The first Inauguration I remember watching was in 1961. I remember watching, on our black and white TV, the old poet, Robert Frost, blinded by the sunlight, giving up reading his prepared poem and reciting instead this:
The Gift OutrightThe land was ours before we were the land's.
She was our land more than a hundred years
Before we were her people. She was ours
In Massachusetts, in Virginia,
But we were England's, still colonials,
Possessing what we still were unpossessed by,
Possessed by what we now no more possessed.
Something we were withholding made us weak
Until we found out that it was ourselves
We were withholding from our land of living,
And forthwith found salvation in surrender.
Such as we were we gave ourselves outright
(The deed of gift was many deeds of war)
To the land vaguely realizing westward,
But still unstoried, artless, unenhanced,
Such as she was, such as she would become.
- Robert Frost
Here is what he had intended to read:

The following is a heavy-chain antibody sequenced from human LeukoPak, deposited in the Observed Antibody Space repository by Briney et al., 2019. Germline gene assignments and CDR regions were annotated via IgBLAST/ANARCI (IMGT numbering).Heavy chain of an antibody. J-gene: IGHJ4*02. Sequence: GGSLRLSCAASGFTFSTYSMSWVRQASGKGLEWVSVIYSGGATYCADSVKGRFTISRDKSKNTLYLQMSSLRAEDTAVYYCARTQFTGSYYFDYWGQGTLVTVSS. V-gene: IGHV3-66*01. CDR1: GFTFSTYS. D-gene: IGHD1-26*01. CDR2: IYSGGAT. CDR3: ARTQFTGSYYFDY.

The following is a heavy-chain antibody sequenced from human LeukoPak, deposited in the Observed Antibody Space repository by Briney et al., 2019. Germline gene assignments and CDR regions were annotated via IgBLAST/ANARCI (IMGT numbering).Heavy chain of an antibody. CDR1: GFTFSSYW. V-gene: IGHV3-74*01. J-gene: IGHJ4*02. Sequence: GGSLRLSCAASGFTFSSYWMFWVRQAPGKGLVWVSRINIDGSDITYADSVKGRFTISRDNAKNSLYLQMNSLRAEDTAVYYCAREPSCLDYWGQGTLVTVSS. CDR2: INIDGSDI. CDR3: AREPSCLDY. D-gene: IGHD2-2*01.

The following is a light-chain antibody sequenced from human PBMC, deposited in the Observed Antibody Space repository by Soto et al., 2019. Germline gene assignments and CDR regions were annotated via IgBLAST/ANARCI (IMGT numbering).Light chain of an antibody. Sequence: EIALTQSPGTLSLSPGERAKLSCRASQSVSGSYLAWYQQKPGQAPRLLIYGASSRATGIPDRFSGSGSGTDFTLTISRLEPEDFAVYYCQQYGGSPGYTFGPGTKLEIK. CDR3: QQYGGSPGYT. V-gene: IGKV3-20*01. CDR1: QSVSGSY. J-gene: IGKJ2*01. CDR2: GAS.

Summoning artists to participateIn the august occasions of the stateSeems something artists ought to celebrate.Today is for my cause a day of days.And his be poetry’s old-fashioned praiseWho was the first to think of such a thing.This verse that in acknowledgement I bringGoes back to the beginning of the endOf what had been for centuries the trend;A turning point in modern history.Colonial had been the thing to beAs long as the great issue was to seeWhat country’d be the one to dominateBy character, by tongue, by native trait,The new world Christopher Columbus found.The French, the Spanish, and the Dutch were downedAnd counted out. Heroic deeds were done.Elizabeth the First and England won.Now came on a new order of the agesThat in the Latin of our founding sages(Is it not written on the dollar billWe carry in our purse and pocket still?)God nodded his approval of as good.So much those heroes knew and understood,I mean the great four, Washington,John Adams, Jefferson, and MadisonSo much they saw as consecrated seersThey must have seen ahead what not appears,They would bring empires down about our earsAnd by the example of our DeclarationMake everybody want to be a nation.And this is no aristocratic jokeAt the expense of negligible folk.We see how seriously the races swarmIn their attempts at sovereignty and form.They are our wards we think to some extentFor the time being and with their consent,To teach them how Democracy is meant.“New order of the ages” did they say?If it looks none too orderly today,‘Tis a confusion it was ours to startSo in it have to take courageous part.No one of honest feeling would approveA ruler who pretended not to loveA turbulence he had the better of.Everyone knows the glory of the twainWho gave America the aeroplaneTo ride the whirlwind and the hurricane.Some poor fool has been saying in his heartGlory is out of date in life and art.Our venture in revolution and outlawryHas justified itself in freedom’s storyRight down to now in glory upon glory.Come fresh from an election like the last,The greatest vote a people ever cast,So close yet sure to be abided by,It is no miracle our mood is high.Courage is in the air in bracing whiffsBetter than all the stalemate an’s and ifs.There was the book of profile tales declaringFor the emboldened politicians daringTo break with followers when in the wrong,A healthy independence of the throng,A democratic form of right devineTo rule first answerable to high design.There is a call to life a little sterner,And braver for the earner, learner, yearner.Less criticism of the field and courtAnd more preoccupation with the sport.It makes the prophet in us all presageThe glory of a next Augustan ageOf a power leading from its strength and pride,Of young amibition eager to be tried,Firm in our free beliefs without dismay,In any game the nations want to play.A golden age of poetry and powerOf which this noonday’s the beginning hour.